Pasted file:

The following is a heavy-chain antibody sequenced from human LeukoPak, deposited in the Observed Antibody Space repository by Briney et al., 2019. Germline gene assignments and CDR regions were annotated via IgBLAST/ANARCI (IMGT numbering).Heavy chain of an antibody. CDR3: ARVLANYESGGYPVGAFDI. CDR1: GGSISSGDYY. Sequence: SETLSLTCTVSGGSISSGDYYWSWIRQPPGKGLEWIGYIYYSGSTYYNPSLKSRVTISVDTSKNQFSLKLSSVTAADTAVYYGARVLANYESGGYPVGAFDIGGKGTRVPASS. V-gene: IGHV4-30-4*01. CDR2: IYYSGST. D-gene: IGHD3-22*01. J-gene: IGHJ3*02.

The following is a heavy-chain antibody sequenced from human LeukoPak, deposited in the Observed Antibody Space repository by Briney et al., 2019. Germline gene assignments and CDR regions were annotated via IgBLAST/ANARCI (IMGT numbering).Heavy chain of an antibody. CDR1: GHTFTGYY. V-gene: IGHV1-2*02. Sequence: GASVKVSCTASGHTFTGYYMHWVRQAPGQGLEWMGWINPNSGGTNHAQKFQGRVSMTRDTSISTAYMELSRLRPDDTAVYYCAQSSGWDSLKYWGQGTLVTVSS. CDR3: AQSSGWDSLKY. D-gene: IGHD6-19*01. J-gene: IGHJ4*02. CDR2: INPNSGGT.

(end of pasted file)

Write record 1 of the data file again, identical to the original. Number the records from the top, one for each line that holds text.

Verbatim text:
The following is a heavy-chain antibody sequenced from human LeukoPak, deposited in the Observed Antibody Space repository by Briney et al., 2019. Germline gene assignments and CDR regions were annotated via IgBLAST/ANARCI (IMGT numbering).Heavy chain of an antibody. CDR3: ARVLANYESGGYPVGAFDI. CDR1: GGSISSGDYY. Sequence: SETLSLTCTVSGGSISSGDYYWSWIRQPPGKGLEWIGYIYYSGSTYYNPSLKSRVTISVDTSKNQFSLKLSSVTAADTAVYYGARVLANYESGGYPVGAFDIGGKGTRVPASS. V-gene: IGHV4-30-4*01. CDR2: IYYSGST. D-gene: IGHD3-22*01. J-gene: IGHJ3*02.